Issues and Techniques in Text Analytics Implementation, Part 1 of 2
How to streamline the information extraction process
by Victoria Loewengart
Text analytics is a process of extracting information from unstructured or semi-structured machine-readable documents. Text analytics software delivers entity extraction and relationship discovery based on collections of documents, thus helping end users (typically analysts) glean necessary information and make decisions.
No matter how good the text analytics software is, however, it is the system administrator, the knowledge worker, and the software system engineer who make the vast numbers of documents "consumable" by the text analytic software. They make the results relevant to the end user and the workflow flawless.
For the knowledge management professional familiar with text analytics and information extraction concepts we will explore implementation techniques. We will also point out the problems and pitfalls that can hinder the implementation of the information extraction workflow and offer solutions.
The first step in the information extraction workflow is compiling and standardizing a collection of documents that hold the information you want to extract.
For text analytics software to analyze collections of documents efficiently and consistently, the documents must be in a standard format. Most of the text analytics community has adopted XML (Extensible Markup Language) as the standard document format. Since XML format is ASCII text with tags, the documents must be ASCII text before XML tags are added.
To extract entities, relationships and facts from the document, text analytics software uses extraction rules (discussed later) that heavily rely on language grammar. The ideal document for information extraction software is a grammatically correct ASCII text narrative document.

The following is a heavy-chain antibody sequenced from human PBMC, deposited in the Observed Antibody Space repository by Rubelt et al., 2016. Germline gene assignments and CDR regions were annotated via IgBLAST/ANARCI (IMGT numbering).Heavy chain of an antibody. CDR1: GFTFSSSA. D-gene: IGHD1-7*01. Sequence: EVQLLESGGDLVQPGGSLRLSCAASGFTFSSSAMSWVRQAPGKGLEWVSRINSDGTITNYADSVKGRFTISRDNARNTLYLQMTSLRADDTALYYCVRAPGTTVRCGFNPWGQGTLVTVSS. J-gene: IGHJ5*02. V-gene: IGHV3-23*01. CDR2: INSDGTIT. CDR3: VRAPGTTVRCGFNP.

Unfortunately, the majority of documents do not come this way. Documents are stored in a variety of formats, such as Adobe PDF, MS Word, HTML, EXCEL, and PowerPoint. Many documents are created as a result of cutting and pasting from different sources, including Web sites. Large numbers of documents are poorly scanned, which results in poor OCR (Optical Character Recognition) processing. These documents must be converted to ACSII text and then to XML before they can be submitted to text analytics tagging engines.
Even though many of the text analytics software suites come with their own text converters, these converters are not always optimal. Often, unreadable characters or meaningless text strings result from converting documents to ASCII text and some additional "clean-up" might be necessary.
Further "batch editing" to find and replace unwanted characters or text strings in the document collection is advisable. Some text analytic software suites provide the tools to preprocess documents by specifying "find and replace" rules on the whole collection prior to entity tagging. If this capability is absent, global "find and replace" in a text editor may help on a modestly-sized text collection.
The likely candidates for "find and replace" operation are "<" or="" "="">" character combinations which are not part of a document but appear in the text because of bad scanning/OCR processing. They often cause errors in XML conversions, because they are interpreted as the "<" and="" "="">" characters that enclose XML tags.
Sometimes it is necessary to process 100-200M scanned documents. (In comparison, War and Peace is only 6M in PDF format or 3M in ASCII text). One solution is to convert the whole non-ASCII file into ASCII text. The ASCII text file is usually one-half the size of a PDF file with the same content.
The next step in the workflow is extracting entities and facts from a document or a collection of documents using software extraction. The challenge at this point is to extract information that is pertinent to the needs of the end user or analyst.
The quality of the information extraction process is measured by precision and recall.
Precision is the proportion of relevant entities retrieved to all of the entities retrieved in a document or a collection of documents. Recall is the proportion of relevant entities retrieved to all of the relevant entities in a document or a collection of documents. The higher these metrics, the more useful are the results to end users.
Most analysts prefer precision over recall because they feel it is better not to get a piece of information at all than to get it wrong.